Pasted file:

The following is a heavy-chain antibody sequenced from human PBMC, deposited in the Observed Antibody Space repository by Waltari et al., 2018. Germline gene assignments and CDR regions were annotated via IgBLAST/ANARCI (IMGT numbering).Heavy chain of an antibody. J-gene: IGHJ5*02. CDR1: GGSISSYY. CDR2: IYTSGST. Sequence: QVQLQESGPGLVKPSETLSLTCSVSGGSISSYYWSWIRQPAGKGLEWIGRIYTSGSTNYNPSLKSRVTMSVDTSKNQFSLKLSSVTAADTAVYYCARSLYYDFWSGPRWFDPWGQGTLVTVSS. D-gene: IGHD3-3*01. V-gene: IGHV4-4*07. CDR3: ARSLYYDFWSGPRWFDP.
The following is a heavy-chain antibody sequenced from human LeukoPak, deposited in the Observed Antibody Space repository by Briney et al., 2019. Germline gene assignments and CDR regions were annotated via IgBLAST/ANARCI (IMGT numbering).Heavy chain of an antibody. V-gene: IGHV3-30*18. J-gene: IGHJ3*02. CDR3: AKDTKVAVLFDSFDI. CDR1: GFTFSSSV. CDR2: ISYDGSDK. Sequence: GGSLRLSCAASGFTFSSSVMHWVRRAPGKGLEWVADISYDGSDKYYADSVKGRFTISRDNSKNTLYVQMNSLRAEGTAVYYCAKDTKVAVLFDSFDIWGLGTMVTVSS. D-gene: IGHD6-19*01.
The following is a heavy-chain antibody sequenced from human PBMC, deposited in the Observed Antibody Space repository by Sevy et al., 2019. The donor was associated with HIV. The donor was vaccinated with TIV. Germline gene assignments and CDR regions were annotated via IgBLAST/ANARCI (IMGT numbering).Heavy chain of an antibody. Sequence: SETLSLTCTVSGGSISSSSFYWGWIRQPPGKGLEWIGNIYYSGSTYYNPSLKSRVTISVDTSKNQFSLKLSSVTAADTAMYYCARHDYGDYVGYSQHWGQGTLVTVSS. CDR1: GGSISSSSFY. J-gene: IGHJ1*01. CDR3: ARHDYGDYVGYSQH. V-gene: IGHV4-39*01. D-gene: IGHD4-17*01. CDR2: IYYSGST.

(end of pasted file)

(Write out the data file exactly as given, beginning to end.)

The following is a heavy-chain antibody sequenced from human PBMC, deposited in the Observed Antibody Space repository by Waltari et al., 2018. Germline gene assignments and CDR regions were annotated via IgBLAST/ANARCI (IMGT numbering).Heavy chain of an antibody. J-gene: IGHJ5*02. CDR1: GGSISSYY. CDR2: IYTSGST. Sequence: QVQLQESGPGLVKPSETLSLTCSVSGGSISSYYWSWIRQPAGKGLEWIGRIYTSGSTNYNPSLKSRVTMSVDTSKNQFSLKLSSVTAADTAVYYCARSLYYDFWSGPRWFDPWGQGTLVTVSS. D-gene: IGHD3-3*01. V-gene: IGHV4-4*07. CDR3: ARSLYYDFWSGPRWFDP.
The following is a heavy-chain antibody sequenced from human LeukoPak, deposited in the Observed Antibody Space repository by Briney et al., 2019. Germline gene assignments and CDR regions were annotated via IgBLAST/ANARCI (IMGT numbering).Heavy chain of an antibody. V-gene: IGHV3-30*18. J-gene: IGHJ3*02. CDR3: AKDTKVAVLFDSFDI. CDR1: GFTFSSSV. CDR2: ISYDGSDK. Sequence: GGSLRLSCAASGFTFSSSVMHWVRRAPGKGLEWVADISYDGSDKYYADSVKGRFTISRDNSKNTLYVQMNSLRAEGTAVYYCAKDTKVAVLFDSFDIWGLGTMVTVSS. D-gene: IGHD6-19*01.
The following is a heavy-chain antibody sequenced from human PBMC, deposited in the Observed Antibody Space repository by Sevy et al., 2019. The donor was associated with HIV. The donor was vaccinated with TIV. Germline gene assignments and CDR regions were annotated via IgBLAST/ANARCI (IMGT numbering).Heavy chain of an antibody. Sequence: SETLSLTCTVSGGSISSSSFYWGWIRQPPGKGLEWIGNIYYSGSTYYNPSLKSRVTISVDTSKNQFSLKLSSVTAADTAMYYCARHDYGDYVGYSQHWGQGTLVTVSS. CDR1: GGSISSSSFY. J-gene: IGHJ1*01. CDR3: ARHDYGDYVGYSQH. V-gene: IGHV4-39*01. D-gene: IGHD4-17*01. CDR2: IYYSGST.